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How do telephones work?

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Real general explanation (somewhat techy.. but im sleepy so bare.... i mean BEAR with me:

Take your basic $5.00 Walmart phone, those plain old wall phones. These telephones once plugged in receive power from the phone company (this is a good tip to remember in the event of a power outage!, these basic phones should still work). Here's how: A telephone is basically a 2 wire electronic circuit, with a few main components: A (flash) hook switch, a mic, a ringer, and a speaker. The phone company supplies a very low voltage level (low enough so you can't get shocked), over the pair of copper wires.

Each of the two wires serve multiple purposes, they handle signaling of the phone (ringing), they indicate to the (CO) when the phone hook or off hook, and they carry the actual audio individually to the speaker and from the microphone.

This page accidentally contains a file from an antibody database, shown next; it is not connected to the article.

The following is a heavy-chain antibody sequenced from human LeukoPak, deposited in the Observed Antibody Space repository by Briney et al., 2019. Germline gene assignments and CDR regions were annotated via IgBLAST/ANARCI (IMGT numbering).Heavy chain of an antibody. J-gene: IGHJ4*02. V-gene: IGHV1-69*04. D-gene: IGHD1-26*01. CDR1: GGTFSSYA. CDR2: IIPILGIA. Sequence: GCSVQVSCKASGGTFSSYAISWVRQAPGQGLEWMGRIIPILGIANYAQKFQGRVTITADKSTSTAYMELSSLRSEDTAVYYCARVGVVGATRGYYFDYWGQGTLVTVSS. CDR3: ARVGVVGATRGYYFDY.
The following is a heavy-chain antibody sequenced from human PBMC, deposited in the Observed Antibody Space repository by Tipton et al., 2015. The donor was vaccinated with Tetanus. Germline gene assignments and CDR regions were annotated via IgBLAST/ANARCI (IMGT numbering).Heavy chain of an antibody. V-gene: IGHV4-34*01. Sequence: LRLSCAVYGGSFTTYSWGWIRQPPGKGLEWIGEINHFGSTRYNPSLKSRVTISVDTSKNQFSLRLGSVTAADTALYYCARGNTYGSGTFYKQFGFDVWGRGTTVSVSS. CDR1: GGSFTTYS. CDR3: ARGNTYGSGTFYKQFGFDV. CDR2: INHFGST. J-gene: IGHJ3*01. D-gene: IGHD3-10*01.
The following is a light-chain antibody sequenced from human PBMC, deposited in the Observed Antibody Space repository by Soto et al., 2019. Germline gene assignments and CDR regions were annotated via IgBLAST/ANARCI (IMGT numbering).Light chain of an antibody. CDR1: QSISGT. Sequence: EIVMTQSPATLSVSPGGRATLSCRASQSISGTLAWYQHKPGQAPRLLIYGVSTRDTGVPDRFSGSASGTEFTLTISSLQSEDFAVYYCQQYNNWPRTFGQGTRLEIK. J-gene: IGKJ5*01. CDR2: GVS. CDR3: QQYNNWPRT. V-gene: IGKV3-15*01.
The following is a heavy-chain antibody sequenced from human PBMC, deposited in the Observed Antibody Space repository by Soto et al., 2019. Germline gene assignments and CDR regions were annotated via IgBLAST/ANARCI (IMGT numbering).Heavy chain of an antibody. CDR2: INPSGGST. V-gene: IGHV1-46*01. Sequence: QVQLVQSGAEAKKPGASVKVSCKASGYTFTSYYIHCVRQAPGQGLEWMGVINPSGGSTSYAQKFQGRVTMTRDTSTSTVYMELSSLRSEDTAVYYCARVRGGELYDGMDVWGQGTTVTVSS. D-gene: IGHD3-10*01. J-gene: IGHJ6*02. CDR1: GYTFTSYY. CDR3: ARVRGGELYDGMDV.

When you lift the handset (off hook) to make a call, you're actually "completing" a circuit, or physically connecting your end to the telephone companies end. The CO see's this "connection" and returns a dialtone signal indicating it's ready for you to place your call.

Contrastly, when your phone is "on hook" this condition is called an "open" circuit. The CO see's this as a sign that your phone is "idle" ready to receive a ringing signal for an incoming call.

To signal a incoming call, the phone company sends an alternating or pulsing signal down those 2 wires to the internal ringer.

Once your actually on a call, those same 2 wires act as traffic cops, where one wire is used for the Receive signal (the audio your hearing) and the other is for the Transmit signal, (the audio your speaking). From the old days those two wires are actually known as "Tip and Ring."

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Just a really (really really!) basic explanation of how a telephone works. G'nite :)

http://www.pbxinteractive.net (has a blog in there somewhere :)

-Damian

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